Subject: Re: Tests for Randomness Date: Mon, 16 Nov 1998 21:45:28 GMT From: scott@helsbreth.org (Scott Nelson) Message-ID: <36508f0f.11893416@news.inreach.com> References: <36507A4D.503FCABC@aspco.com> Newsgroups: sci.crypt Lines: 39 On Mon, 16 Nov 1998 14:17:33 -0500, Andrew <Andrew@aspco.com> wrote: >I appreciate all those who have responded to my original post. While I >have not had the opportunity to examine in detail all of the information >and related web sites, I have noticed one thing. I will attempt to >explain, to the best of my abilities, a question. Please forgive me for >any incorrect use of terminology. > >A majority of the tests for randomness which were recommended to me, >dealt primarily with sequencing or one dimensional space. > [example snipped] >I was hoping that people on this list might know of additional tests >which would take that set of data and indicate if it was random or not. > >Again, Any advice or assistance is greatly appreciated. I look forward >to hearing from you all. Thanks for your time. > I think you need to learn a bit more of the nomenclature before you ask again. If I roll a die 10 times and get the sequence 1,2,3,4,5,6,6,6,6,6 that sequence is just as random as the sequence 5,2,3,5,1,2,4,6,2,2 or any other, but I suspect you would reject the first as "not random enough" Some of the tests in the Diehard battery test in 2, 3, 4 and 5 dimensions. _Any_ sequence generated by a pseudo random generator will fail to be random when viewed in enough dimensions, though "enough" might be larger than is practical. For instance, a cryptographically secure pseudo random number generator shouldn't fail until the number of dimensions is greater than the key space. Not sure if that answers your question or not, but I hope it helps. ---------------------------------------- DiehardC 1.03 now available via ftp from ftp://helsbreth.org/pub/helsbret/random Scott Nelson <scott@helsbreth.org>

Subject: Re: Tests for Randomness Date: Tue, 17 Nov 1998 10:02:50 GMT From: "Douglas A. Gwyn" <DAGwyn@null.net> Message-ID: <365149A3.E3F4031F@null.net> References: <36507A4D.503FCABC@aspco.com> Newsgroups: sci.crypt Lines: 8 Andrew wrote: > Suppose you have the following sequence: 5 -1 4 -2 6 -1 5 -2 4 0 5 -1 > because it generally follows: positive, negative, positive, negative > .... it might appear that this is a randomly distributed set of values. You need to distinguish between the set and the sequence. If that pattern continues as the sequence is extended, then the sequence is certainly *not* random.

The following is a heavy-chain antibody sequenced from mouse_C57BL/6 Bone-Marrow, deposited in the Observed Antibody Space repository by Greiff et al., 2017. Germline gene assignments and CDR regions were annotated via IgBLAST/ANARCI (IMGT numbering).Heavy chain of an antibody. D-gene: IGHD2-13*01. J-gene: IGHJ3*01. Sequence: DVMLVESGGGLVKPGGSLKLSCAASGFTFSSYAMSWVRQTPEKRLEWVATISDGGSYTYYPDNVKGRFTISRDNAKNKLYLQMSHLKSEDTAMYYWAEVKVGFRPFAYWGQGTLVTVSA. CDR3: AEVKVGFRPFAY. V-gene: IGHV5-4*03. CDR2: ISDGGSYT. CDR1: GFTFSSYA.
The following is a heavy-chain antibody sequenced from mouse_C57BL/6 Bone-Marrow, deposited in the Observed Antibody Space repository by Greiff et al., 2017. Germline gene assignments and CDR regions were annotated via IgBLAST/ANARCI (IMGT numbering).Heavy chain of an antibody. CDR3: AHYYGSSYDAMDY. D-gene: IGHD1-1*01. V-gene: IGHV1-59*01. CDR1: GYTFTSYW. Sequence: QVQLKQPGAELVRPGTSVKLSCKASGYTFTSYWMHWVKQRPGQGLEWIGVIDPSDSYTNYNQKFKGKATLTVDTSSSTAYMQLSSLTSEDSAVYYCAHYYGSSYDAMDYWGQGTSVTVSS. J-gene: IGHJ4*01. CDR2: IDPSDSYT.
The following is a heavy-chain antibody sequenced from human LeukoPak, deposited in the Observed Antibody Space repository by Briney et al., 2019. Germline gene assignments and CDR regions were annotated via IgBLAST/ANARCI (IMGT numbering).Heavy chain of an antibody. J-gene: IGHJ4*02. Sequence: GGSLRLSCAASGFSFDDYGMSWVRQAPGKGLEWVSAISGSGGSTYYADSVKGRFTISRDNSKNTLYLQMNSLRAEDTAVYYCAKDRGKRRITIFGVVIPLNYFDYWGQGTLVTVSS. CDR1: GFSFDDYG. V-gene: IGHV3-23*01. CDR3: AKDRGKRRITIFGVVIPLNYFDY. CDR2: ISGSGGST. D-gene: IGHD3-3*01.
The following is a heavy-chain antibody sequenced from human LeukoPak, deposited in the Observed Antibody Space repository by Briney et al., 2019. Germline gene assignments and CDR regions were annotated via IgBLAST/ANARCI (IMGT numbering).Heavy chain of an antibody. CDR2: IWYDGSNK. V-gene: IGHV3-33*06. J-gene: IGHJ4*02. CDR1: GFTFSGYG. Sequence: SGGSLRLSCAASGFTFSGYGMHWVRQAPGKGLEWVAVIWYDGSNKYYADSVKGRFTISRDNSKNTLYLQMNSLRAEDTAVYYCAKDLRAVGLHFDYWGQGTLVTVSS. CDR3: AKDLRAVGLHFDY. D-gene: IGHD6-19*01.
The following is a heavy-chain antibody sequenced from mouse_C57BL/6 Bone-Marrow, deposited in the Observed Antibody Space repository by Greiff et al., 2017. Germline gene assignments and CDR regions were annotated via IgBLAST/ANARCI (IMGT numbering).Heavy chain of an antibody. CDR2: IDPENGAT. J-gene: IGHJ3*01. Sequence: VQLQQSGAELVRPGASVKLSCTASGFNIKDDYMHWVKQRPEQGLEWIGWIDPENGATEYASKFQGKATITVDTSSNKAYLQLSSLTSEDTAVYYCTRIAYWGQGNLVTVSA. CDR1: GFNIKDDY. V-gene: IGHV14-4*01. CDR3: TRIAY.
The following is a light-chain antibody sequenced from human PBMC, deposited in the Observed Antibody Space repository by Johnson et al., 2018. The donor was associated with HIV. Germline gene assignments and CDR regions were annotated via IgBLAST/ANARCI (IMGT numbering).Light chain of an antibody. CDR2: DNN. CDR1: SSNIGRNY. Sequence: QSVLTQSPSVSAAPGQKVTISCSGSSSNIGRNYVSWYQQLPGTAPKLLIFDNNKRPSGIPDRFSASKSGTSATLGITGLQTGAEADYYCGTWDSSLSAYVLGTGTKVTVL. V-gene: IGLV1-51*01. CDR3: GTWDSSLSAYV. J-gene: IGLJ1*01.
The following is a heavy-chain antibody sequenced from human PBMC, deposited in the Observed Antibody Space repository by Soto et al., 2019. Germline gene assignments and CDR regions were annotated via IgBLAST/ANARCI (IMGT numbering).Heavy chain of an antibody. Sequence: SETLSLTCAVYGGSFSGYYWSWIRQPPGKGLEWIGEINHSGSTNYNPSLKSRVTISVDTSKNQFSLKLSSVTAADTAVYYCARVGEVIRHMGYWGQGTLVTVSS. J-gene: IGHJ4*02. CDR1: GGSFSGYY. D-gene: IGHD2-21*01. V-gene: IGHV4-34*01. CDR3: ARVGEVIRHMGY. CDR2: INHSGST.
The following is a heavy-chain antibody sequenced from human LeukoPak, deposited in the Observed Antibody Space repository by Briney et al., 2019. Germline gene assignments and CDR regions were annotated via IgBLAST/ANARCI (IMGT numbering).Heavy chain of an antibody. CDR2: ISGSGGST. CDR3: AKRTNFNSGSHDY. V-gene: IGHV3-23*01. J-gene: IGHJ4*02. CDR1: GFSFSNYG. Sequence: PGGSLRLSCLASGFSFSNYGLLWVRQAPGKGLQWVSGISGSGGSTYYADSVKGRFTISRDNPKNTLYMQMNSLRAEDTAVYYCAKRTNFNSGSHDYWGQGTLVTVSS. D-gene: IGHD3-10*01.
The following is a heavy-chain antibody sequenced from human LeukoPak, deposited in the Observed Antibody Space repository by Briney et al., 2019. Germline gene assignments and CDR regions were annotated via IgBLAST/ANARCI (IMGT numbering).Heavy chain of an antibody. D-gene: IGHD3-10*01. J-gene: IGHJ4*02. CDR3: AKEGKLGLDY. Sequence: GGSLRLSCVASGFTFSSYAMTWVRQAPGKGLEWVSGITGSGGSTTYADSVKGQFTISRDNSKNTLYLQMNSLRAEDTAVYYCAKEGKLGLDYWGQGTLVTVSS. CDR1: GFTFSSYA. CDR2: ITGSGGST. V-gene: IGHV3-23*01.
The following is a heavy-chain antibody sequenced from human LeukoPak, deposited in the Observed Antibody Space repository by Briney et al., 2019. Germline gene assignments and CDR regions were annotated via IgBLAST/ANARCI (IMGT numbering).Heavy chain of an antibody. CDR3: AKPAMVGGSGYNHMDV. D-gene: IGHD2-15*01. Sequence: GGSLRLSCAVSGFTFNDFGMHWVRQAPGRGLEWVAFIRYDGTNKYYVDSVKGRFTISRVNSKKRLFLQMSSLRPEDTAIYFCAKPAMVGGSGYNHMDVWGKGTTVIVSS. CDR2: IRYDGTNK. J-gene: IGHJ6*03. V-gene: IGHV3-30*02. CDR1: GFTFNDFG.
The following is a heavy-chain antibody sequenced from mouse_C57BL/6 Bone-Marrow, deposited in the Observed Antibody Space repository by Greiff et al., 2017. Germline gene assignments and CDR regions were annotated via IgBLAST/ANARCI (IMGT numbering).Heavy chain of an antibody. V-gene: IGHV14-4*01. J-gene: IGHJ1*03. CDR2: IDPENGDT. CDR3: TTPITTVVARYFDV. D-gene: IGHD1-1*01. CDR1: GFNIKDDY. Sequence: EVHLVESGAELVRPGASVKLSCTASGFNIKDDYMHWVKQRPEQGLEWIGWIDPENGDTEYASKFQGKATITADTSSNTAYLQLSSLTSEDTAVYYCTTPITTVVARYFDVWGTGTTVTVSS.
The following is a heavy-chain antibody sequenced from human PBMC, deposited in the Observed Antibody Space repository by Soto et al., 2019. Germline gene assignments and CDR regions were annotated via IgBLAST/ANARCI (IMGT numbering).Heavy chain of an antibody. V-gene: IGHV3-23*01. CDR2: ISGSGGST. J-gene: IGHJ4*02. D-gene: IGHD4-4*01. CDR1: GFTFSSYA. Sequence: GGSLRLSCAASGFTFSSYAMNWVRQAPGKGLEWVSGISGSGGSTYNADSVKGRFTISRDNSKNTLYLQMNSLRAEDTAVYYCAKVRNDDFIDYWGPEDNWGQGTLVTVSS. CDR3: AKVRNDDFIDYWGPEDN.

Subject: Re: Tests for Randomness Date: Thu, 10 Dec 1998 23:39:02 GMT From: bob_jenkins@my-dejanews.com Message-ID: <74pm2m$9nn$1@nnrp1.dejanews.com> References: <36507A4D.503FCABC@aspco.com> Newsgroups: sci.crypt Lines: 17 In article <36507A4D.503FCABC@aspco.com>, Andrew <Andrew@aspco.com> wrote: > Suppose you have the following sequence: 5 -1 4 -2 6 -1 5 -2 4 0 5 -1 > > because it generally follows: positive, negative, positive, negative > .... it might appear that this is a randomly distributed set of values. The test for that is called the "run test". It measures how long a run of strictly increasing values you have. It's one of the standard tests, not a particularly powerful one though. - Bob Jenkins http://ourworld.compuserve.com/homepages/bob_jenkins -----------== Posted via Deja News, The Discussion Network ==---------- http://www.dejanews.com/ Search, Read, Discuss, or Start Your Own

Subject: Re: Tests for Randomness Date: Fri, 11 Dec 1998 05:15:11 GMT From: ritter@io.com (Terry Ritter) Message-ID: <3670a993.3798156@news.io.com> References: <74pm2m$9nn$1@nnrp1.dejanews.com> Newsgroups: sci.crypt Lines: 37 On Thu, 10 Dec 1998 23:39:02 GMT, in <74pm2m$9nn$1@nnrp1.dejanews.com>, in sci.crypt bob_jenkins@my-dejanews.com wrote: >In article <36507A4D.503FCABC@aspco.com>, > Andrew <Andrew@aspco.com> wrote: > >> Suppose you have the following sequence: 5 -1 4 -2 6 -1 5 -2 4 0 5 -1 >> >> because it generally follows: positive, negative, positive, negative >> .... it might appear that this is a randomly distributed set of values. > >The test for that is called the "run test". It measures how long a run of >strictly increasing values you have. That sounds like "Runs-Up." >It's one of the standard tests, not a >particularly powerful one though. In my experience, Runs-Up and Runs-Down are far more powerful than they may appear. In contrast to many other randomness tests, Runs-Up and Runs-Down can expose correlations (errors of conditional probability), to some extent. For small value ranges it is necessary to use the exact formulation for the expectations, which is not in Knuth II. See: http://www.io.com/~ritter/ARTS/RUNSUP.HTM --- Terry Ritter ritter@io.com http://www.io.com/~ritter/ Crypto Glossary http://www.io.com/~ritter/GLOSSARY.HTM

Subject: Re: Tests for Randomness Date: Fri, 11 Dec 1998 08:12:06 -0700 From: "Tony T. Warnock" <u091889@cic-mail.lanl.gov> Message-ID: <36713646.6494E470@cic-mail.lanl.gov> References: <3670a993.3798156@news.io.com> Newsgroups: sci.crypt Lines: 48 Terry Ritter wrote:. > In my experience, Runs-Up and Runs-Down are far more powerful than > they may appear. In contrast to many other randomness tests, Runs-Up > and Runs-Down can expose correlations (errors of conditional > probability), to some extent. > > For small value ranges it is necessary to use the exact formulation > for the expectations, which is not in Knuth II. See: > > http://www.io.com/~ritter/ARTS/RUNSUP.HTM > I've found the same thing. These are also fairly easy to implement. Tony